On the Many Ways Language Can Go Wrong

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Friday, 03 July 2009

(02:05:24 CDT)

On the Many Ways Language Can Go Wrong

I have been thinking, lately, about the many ways that language can go wrong. The ways are practically indefinite, and can involve any number of gaffes, assumptions, falsehoods, and so forth but it seems possible to diagram and limit the process to a few key factors. For now, the aspect of lying is put to the way-side, but could be said to fit into the "encoding" process. Assumptions are summed up with expectations, but would also exist in the encoding and decoding process. Gaffes, meaning slips of the tongue or Joe Biden like moments over over verbosity, again fit into the encoding and decoding aspects. For the most part, though, I am examining the notion of fundamental failures of communication that can occur even when the message is true. To do so, I created a crazy ass diagram:

On the left side, you have the Transmitter. The Transmitter is broken down into the Speaker, the understanding and expectations of the speaker, and the ability of the speaker to encode the message into a linguistic form. On the right side, you have the Receiver. The Receiver is likewise broken down in basically the same way.

On the top, you have the "Linguistic Environment", which can also be called "The Set of Things, Actions, Facts, and Processes in the World which Impact this Specific Act of Communication". The LE influences every other portion of this diagram.

In the middle, you have the encoding, the medium through which the message travels, and the decoding. This is the process we call Language. Encoding is shared between the Transmitter and Languague, and decoding is likewise shared between Receiver and Language.

The Transmitter's Understanding (TU) involves not only understanding the Speaker, but also the modes of encoding and the Listener (as well as how the Listener will decode the message) and the LE. Likewise, the Receiver's Understanding (RU) must know the Speaker, the modes of decoding, and the LE.

Now that we have these out of the way, let's elaborate some on how it can go wrong.

How It Goes Wrong
(Four Basic Ways)

Unmutual Expectations: If the Speaker and the Listener have differing expectations about the outcome, this will affect not only the entirety of communication, but will specifically give false positives on the understanding of the encoding/decoding process.

Lacks of Understanding: If the Speaker does not know how to word his or her question, or answer; does not understand what he or she is really wanting; does not understand the LE or how the medium works; or, does not understand the Listener, then the encoding is bound to fail slightly, making proper decoding impossible. If the Listener fails to understand similar things, then decoding is not fully possible.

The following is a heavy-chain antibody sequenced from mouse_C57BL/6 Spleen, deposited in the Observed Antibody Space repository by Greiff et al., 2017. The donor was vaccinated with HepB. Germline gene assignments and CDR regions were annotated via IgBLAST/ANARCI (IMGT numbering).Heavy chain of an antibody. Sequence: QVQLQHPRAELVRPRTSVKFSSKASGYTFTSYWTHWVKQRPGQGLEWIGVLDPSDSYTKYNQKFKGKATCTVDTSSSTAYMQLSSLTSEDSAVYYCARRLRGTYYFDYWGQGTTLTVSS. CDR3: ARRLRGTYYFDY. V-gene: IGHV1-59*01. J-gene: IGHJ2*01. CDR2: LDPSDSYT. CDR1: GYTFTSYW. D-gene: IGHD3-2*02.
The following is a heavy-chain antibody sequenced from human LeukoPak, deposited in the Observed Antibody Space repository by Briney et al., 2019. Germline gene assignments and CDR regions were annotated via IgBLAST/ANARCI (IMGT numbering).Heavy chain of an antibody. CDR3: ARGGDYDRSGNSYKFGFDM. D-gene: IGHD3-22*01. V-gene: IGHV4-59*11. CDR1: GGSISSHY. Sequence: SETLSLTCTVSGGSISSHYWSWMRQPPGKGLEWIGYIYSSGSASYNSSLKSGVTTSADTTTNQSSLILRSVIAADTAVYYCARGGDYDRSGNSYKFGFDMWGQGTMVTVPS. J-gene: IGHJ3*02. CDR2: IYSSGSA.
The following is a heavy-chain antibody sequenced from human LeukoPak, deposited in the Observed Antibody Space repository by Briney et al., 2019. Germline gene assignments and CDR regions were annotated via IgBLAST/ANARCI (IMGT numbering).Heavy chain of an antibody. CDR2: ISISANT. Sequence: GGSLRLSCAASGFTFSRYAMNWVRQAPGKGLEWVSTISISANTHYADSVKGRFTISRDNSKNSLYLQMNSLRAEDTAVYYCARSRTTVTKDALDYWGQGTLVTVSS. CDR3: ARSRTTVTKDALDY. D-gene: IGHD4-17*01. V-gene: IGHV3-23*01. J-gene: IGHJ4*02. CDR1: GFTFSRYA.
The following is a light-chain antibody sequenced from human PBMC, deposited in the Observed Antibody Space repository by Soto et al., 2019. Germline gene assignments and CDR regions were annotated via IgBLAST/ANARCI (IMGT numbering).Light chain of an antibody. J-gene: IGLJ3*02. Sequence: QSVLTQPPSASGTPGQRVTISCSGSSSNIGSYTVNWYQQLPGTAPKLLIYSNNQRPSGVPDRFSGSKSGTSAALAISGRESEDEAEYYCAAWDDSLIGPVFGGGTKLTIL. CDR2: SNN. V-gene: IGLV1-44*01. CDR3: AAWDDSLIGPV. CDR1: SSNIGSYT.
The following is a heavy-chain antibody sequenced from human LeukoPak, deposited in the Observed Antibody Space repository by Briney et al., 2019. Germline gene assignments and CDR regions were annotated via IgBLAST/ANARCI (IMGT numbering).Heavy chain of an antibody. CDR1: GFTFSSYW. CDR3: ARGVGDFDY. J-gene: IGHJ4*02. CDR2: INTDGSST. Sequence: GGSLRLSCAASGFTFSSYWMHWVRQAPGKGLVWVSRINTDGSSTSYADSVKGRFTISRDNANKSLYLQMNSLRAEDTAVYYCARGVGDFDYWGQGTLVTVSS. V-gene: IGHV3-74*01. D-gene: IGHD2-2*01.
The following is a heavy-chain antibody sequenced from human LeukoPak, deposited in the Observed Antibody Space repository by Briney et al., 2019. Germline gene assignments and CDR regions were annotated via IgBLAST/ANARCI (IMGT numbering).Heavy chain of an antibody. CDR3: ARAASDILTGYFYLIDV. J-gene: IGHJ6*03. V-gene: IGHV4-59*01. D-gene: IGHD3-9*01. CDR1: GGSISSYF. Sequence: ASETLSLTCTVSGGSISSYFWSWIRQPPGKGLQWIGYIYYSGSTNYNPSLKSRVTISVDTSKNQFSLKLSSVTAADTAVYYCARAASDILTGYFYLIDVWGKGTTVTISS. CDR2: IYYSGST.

Changes in the LE over Time: As the LE changes, the sum of the message might change. Linguistic differences might arise, expectations might have altered, understandings might alter, and even the identity of the Listener might change.

Limits of the Medium: Finally, the last primary way that language can go wrong in this model is by some limit imposed by the medium. Maybe not all the proper understanding can be imparted into the medium, maybe there are expectations of the medium that are unfair, maybe the medium truncates the message, and maybe the medium adds some encoding or decoding step that does not function properly.

Steps that Can be Taken to Limit Mistakes

"Communication over Information": This is something of a growing buzzword lately, and it means just what it says. Treat such language cycles as cycles. Even if you are the listener, or the speaker, be ready to change positions and accept a feedback loop. While doing so, allow yourself to alter your expectations, your understandings, and adjust the medium as needed to better fulfill the desires of both (or more) parties.

Be Aware of, and Control, Expectations: Note when some expectation is applying pressure to the communication, be aware of what expectations are figuring in, try to limit unnecessary expectations, and, from the feedback loop above, work on letting some expectations go while fine tuning the ones best suited.

Learn the Limits of the Medium: self-explanatory. Is the way you are communicating, including the terms and symbols inherent in the encoding and decoding process, changing the what you are communicating? Probably yes, but learning out how much and how to work with it, instead of struggling against it, is tantamount to not creating unexpected falsities and failures.

Learn which Understandings to Hold, and Which to Let Go: Once a communication loop is established, it is likely that understandings will have to change or alter as well as the expectations. Care and attention to learning will help to teach both Speakers and Listeners how to evaluate and communicate new understandings.

Be Aware of the Environment: Lastly, for now, care should be given to understanding the environment in which the communication is occurring. What limits or constraints does it add to the table?

In Conclusion,

Well, this is not really concluding anything. This is practically a ramble meant to help sort the brain. It does illuminate a few things, though, namely the high level of interactivity that expectations and understandings play with current communication, despite the fact that little communication exists that will not alter them. Also, the medium threatens to bottleneck communication and strip it over key aspects of the Listener and the Speaker.

For now, though, I will conclude that proper communication requires a loop and some care.

Si Vales, Valeo


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